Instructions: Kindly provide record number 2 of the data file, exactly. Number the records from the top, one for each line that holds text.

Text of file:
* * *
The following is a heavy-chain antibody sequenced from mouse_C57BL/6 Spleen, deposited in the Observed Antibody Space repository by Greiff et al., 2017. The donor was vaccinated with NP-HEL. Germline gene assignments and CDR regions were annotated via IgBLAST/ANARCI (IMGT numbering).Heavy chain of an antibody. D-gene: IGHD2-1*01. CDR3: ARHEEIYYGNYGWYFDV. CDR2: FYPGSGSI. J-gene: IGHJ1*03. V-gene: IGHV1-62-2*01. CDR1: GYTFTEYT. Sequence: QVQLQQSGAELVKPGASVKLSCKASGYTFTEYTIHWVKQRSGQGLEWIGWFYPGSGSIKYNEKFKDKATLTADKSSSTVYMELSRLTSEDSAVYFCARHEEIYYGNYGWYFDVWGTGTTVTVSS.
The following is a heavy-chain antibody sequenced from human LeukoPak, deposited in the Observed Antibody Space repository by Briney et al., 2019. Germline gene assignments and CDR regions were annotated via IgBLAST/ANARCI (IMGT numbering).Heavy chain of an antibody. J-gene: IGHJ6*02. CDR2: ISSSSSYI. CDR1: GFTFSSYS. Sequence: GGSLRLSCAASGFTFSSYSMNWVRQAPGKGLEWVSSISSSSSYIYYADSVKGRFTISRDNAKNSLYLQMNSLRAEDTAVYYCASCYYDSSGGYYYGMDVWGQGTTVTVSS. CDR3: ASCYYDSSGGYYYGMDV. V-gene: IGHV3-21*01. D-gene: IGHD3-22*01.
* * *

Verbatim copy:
The following is a heavy-chain antibody sequenced from human LeukoPak, deposited in the Observed Antibody Space repository by Briney et al., 2019. Germline gene assignments and CDR regions were annotated via IgBLAST/ANARCI (IMGT numbering).Heavy chain of an antibody. J-gene: IGHJ6*02. CDR2: ISSSSSYI. CDR1: GFTFSSYS. Sequence: GGSLRLSCAASGFTFSSYSMNWVRQAPGKGLEWVSSISSSSSYIYYADSVKGRFTISRDNAKNSLYLQMNSLRAEDTAVYYCASCYYDSSGGYYYGMDVWGQGTTVTVSS. CDR3: ASCYYDSSGGYYYGMDV. V-gene: IGHV3-21*01. D-gene: IGHD3-22*01.